“Our customers always dictate how our range evolves, so that we keep it fresh,” says Shaw.

    The process

    Insight’s from Bibendum in-house data trends team is key to the buying process

    The process gets underway in August and September when the respective wine buying and sourcing teams will start to review their ranges, in hand with their sales and developments teams working more directly with customers. That’s where it is able to pin point where any gaps might be in terms of style and price points.

    “Then there is also the involvement of our market-leading insights team who inform the buying decisions in terms of wider customer buying habits and trends, not to mention packaging formats,” explains Shaw.

    It is also the time of the year when the southern hemisphere has had its harvest and you are in a good position to see how things are going to turn out in the Old Word, explains Shaw.

    It is very much a team’s performance bringing the range together and why having a constant flow of information between those in the field and buyers is so important. That said, he stresses, 60% of a buyer’s job should be selling as well and being out in the market talking to customers.

    “That is very much the culture we have re-established at Bibendum,” says Shaw. “It is also about delivering on the promises we have made to our supplier base about the way we do business.”

    The range itself then comes  together over the course of the last three months of the year, ready to be signed off before Christmas.

    This year’s range, which will be revealed to the trade for the first time at a series of regional tastings in March (see below for details), includes 16 new producers coming into the company.

    This more than balances the 11 suppliers who left the business over the past year, which Shaw says “ demonstrates how quickly the Bibendum business recovered its stability”.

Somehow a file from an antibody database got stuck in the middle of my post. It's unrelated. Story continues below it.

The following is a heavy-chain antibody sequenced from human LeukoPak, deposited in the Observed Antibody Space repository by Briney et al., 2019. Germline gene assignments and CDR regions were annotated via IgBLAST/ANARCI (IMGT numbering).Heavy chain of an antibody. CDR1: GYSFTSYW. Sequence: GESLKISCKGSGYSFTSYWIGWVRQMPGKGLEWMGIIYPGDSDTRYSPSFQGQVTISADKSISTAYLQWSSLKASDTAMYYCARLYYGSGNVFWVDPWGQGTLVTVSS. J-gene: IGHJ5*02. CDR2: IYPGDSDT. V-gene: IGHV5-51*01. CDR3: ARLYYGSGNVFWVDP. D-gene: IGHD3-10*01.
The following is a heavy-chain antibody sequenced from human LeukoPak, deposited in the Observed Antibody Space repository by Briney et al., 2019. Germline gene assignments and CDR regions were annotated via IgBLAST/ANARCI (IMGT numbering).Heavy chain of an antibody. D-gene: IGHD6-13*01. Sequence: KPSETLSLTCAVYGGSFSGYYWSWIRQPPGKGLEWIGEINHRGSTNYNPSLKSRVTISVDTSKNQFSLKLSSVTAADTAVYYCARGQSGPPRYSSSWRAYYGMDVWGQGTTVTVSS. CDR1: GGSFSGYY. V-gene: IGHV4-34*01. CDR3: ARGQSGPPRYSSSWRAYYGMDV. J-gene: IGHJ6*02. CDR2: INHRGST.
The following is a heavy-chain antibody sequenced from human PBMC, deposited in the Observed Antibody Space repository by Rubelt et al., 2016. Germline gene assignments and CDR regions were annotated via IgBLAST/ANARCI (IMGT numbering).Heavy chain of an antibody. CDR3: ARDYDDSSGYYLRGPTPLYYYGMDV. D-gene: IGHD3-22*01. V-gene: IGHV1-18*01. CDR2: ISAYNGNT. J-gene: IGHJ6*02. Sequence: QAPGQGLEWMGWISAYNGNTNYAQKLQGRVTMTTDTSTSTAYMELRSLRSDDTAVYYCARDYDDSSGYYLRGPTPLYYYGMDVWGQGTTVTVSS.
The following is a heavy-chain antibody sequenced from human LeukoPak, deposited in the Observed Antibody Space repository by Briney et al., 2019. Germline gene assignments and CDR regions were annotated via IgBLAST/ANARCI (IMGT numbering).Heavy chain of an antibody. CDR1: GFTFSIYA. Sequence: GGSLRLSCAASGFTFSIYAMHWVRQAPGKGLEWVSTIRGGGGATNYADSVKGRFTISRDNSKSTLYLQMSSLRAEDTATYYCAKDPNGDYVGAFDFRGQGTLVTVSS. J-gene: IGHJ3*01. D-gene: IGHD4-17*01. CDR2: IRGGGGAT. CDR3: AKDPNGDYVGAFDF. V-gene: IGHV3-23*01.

“I think that is testimony to how far we have come and where we are now as a business. It has also helped with the evolution of the range,” says Shaw. “We have been able to return to our vinous roots.”

    Regional French drive

    Chateau Guiraud in Bordeaux is one of a number of French producers to join Bibendum’s range

    Looking at the specifics of the new range and there is a clear focus on bringing in more producers from across regional France – with nine new names covering the Jura, Beaujolais, Burgundy, the Loire and Bordeaux.

    Here Shaw is quick to pass on the praise to Bibendum’s “youthful energetic buyers  who are helping to drive the category forward”.

    This includes the Loire, where Bibendum is taking on a handful of new producers including: Bruno Dubois, who ferments and ages his wines in a mixture of ceramic amphorae, concrete vats and barrels, in the troglodyte caves that permeate the Loire; Domaine de l’R, which works with 60 year old Cabernet Franc vines; and Francis Blanchet who producers “pure, smoky, mineral-lead Pouilly Fume”.

    “There are so many young winemakers doing such exciting things in France at the moment,” says Shaw. “We have done a lot with Italy over the last five years and I think now there is an opportunity to reclaim some of our position in France as well.”

    This is also the case in Beaujolais, where Bibendum is bringing in Marc Delienne and David Beaupere, and Burgundy with the arrival of Tupinier-Bautista and Maison Caroline Lestime.

    “We are have also revamped our Bordeaux selection,” says Shaw, highlighted by Chateau Guiraud, the first Grand Cru Classé to be certified organic in 2011.

    Classic ranges

    It all comes back, adds Shaw, to “remembering what Bibendum is famous for”. Which means ensuring its backbone of French, Italian and Spanish wines are very much in tune with what the market wants to buy. “So it is a case of adding more breadth and strength to those ranges.”